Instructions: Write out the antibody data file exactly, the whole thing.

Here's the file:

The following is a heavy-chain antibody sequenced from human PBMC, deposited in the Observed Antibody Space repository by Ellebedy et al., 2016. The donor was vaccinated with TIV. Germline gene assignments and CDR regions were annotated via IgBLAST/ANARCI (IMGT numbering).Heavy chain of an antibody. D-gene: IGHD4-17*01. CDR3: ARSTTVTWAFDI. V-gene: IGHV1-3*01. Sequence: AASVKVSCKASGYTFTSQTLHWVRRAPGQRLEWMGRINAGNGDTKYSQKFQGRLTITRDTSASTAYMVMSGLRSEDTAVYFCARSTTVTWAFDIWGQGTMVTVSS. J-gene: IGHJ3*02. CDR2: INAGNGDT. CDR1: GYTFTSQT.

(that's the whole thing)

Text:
The following is a heavy-chain antibody sequenced from human PBMC, deposited in the Observed Antibody Space repository by Ellebedy et al., 2016. The donor was vaccinated with TIV. Germline gene assignments and CDR regions were annotated via IgBLAST/ANARCI (IMGT numbering).Heavy chain of an antibody. D-gene: IGHD4-17*01. CDR3: ARSTTVTWAFDI. V-gene: IGHV1-3*01. Sequence: AASVKVSCKASGYTFTSQTLHWVRRAPGQRLEWMGRINAGNGDTKYSQKFQGRLTITRDTSASTAYMVMSGLRSEDTAVYFCARSTTVTWAFDIWGQGTMVTVSS. J-gene: IGHJ3*02. CDR2: INAGNGDT. CDR1: GYTFTSQT.